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Bustle: Hillary Clinton’s Biggest Political Weakness Has A Silver Lining

June 2, 2016

Bustle: Hillary Clinton’s Biggest Political Weakness Has A Silver Lining

By Raina Lipsitz

From soccer moms to single lady “Beyonce voters,” female voting blocs are renamed and newly coveted with each election cycle. But when it comes to deep pockets and serious influence, many still picture old white men. Yet the 2016 election cycle has revealed that women have serious political fundraising chops and deep pockets of their own. According to The New York Times, a record 43 percent of all reported contributions to federal candidates have come from women, and women have provided 20 percent of all individual contributions to super PACs in this cycle — compared with just 1 percent in 2010. While there are a number of reasons for this spike, one factor came up repeatedly in my interviews with political fundraising groups and experts: Hillary Clinton.

Allida Black, a research professor of history and international affairs at George Washington University, is a “bundler” for Hillary Clinton (a volunteer fundraiser who solicits checks from friends and business associates). She tells me in an email she has raised more than $322,000 for Clinton, but notes that “almost half of my donors wrote checks under $250, or took multiple months to contribute their $2,700 to the primary campaign.” She urges me in an email to look at more than just big donors. “Not all bundlers have ‘deep pockets.’ Many, like me, have ‘deep commitments’ and raise funds from new lower-dollar sources, as well as from women who can write higher checks.”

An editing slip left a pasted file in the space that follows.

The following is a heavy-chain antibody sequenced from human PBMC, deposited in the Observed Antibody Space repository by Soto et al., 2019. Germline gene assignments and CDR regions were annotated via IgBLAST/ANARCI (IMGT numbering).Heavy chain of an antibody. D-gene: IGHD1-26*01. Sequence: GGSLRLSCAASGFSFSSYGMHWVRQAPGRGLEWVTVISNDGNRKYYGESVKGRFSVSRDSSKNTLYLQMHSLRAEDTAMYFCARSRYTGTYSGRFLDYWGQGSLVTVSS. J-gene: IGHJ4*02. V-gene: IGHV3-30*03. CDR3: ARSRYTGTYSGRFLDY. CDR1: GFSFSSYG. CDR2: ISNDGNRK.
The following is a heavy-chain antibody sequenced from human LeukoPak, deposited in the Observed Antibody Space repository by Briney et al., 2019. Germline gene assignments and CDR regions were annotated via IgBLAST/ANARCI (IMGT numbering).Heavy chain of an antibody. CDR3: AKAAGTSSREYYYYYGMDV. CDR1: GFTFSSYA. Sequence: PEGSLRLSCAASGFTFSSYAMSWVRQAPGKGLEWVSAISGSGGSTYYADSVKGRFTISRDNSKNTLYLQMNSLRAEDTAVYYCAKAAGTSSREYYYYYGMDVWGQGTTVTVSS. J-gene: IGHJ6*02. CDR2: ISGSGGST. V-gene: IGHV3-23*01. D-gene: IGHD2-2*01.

“I think women on all sides of the political spectrum are heavily engaged in this election — with their wallets as well as their votes,” Black tells me. “And I strongly suspect that just as the women's vote will be one of the key determinants in the electoral outcome, so will their political contributions. I also suspect that Democratic women will be more motivated to contribute this election. Hillary's potential nomination will inspire that … I am sure women will contribute to [Trump’s] campaign, but nowhere near in the numbers that Hillary will inspire or has generated.” The Trump campaign did not return my request for comment.